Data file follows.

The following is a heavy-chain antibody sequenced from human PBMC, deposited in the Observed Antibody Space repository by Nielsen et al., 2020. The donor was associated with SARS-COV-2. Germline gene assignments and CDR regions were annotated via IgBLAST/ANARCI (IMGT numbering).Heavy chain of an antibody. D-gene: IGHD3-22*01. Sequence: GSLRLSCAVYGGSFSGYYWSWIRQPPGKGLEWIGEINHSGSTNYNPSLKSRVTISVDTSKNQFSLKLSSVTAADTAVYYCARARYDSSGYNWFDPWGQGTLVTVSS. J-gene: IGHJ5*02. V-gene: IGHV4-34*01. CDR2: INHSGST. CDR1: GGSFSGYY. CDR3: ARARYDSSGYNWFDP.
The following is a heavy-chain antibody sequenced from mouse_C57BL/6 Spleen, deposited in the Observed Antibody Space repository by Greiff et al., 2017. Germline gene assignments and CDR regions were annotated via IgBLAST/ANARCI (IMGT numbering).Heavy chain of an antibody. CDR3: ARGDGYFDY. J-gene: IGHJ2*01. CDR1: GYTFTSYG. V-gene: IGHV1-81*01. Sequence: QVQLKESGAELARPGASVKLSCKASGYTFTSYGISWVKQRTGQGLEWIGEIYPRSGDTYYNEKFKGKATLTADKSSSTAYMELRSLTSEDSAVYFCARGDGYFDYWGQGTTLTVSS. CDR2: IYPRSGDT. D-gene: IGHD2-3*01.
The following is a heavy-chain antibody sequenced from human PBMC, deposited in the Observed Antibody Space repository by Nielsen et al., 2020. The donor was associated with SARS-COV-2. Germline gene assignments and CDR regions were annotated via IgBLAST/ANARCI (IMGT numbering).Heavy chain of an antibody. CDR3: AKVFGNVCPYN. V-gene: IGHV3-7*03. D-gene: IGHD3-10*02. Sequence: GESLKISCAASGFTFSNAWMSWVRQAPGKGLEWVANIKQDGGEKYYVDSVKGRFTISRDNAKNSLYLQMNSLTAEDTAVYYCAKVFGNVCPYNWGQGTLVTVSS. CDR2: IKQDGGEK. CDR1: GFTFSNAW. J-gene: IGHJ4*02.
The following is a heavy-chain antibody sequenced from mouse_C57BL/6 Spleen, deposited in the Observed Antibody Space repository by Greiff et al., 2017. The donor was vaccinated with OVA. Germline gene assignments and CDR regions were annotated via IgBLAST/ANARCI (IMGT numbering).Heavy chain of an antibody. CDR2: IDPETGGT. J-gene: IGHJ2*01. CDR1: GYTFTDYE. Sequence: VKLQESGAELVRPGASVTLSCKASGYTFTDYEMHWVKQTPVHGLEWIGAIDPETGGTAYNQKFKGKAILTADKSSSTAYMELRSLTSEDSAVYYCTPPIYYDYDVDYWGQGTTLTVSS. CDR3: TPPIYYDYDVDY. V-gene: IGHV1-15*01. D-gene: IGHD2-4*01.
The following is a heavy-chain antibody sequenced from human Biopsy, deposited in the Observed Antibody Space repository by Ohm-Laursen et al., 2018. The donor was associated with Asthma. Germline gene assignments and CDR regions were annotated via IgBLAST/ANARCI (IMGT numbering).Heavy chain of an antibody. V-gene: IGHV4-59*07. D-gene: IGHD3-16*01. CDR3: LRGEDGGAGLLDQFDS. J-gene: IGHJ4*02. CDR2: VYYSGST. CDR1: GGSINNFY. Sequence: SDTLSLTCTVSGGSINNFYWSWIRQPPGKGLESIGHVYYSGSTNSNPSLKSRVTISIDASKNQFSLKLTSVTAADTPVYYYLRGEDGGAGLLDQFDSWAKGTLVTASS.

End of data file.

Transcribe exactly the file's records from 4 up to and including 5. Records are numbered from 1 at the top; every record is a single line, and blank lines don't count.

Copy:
The following is a heavy-chain antibody sequenced from mouse_C57BL/6 Spleen, deposited in the Observed Antibody Space repository by Greiff et al., 2017. The donor was vaccinated with OVA. Germline gene assignments and CDR regions were annotated via IgBLAST/ANARCI (IMGT numbering).Heavy chain of an antibody. CDR2: IDPETGGT. J-gene: IGHJ2*01. CDR1: GYTFTDYE. Sequence: VKLQESGAELVRPGASVTLSCKASGYTFTDYEMHWVKQTPVHGLEWIGAIDPETGGTAYNQKFKGKAILTADKSSSTAYMELRSLTSEDSAVYYCTPPIYYDYDVDYWGQGTTLTVSS. CDR3: TPPIYYDYDVDY. V-gene: IGHV1-15*01. D-gene: IGHD2-4*01.
The following is a heavy-chain antibody sequenced from human Biopsy, deposited in the Observed Antibody Space repository by Ohm-Laursen et al., 2018. The donor was associated with Asthma. Germline gene assignments and CDR regions were annotated via IgBLAST/ANARCI (IMGT numbering).Heavy chain of an antibody. V-gene: IGHV4-59*07. D-gene: IGHD3-16*01. CDR3: LRGEDGGAGLLDQFDS. J-gene: IGHJ4*02. CDR2: VYYSGST. CDR1: GGSINNFY. Sequence: SDTLSLTCTVSGGSINNFYWSWIRQPPGKGLESIGHVYYSGSTNSNPSLKSRVTISIDASKNQFSLKLTSVTAADTPVYYYLRGEDGGAGLLDQFDSWAKGTLVTASS.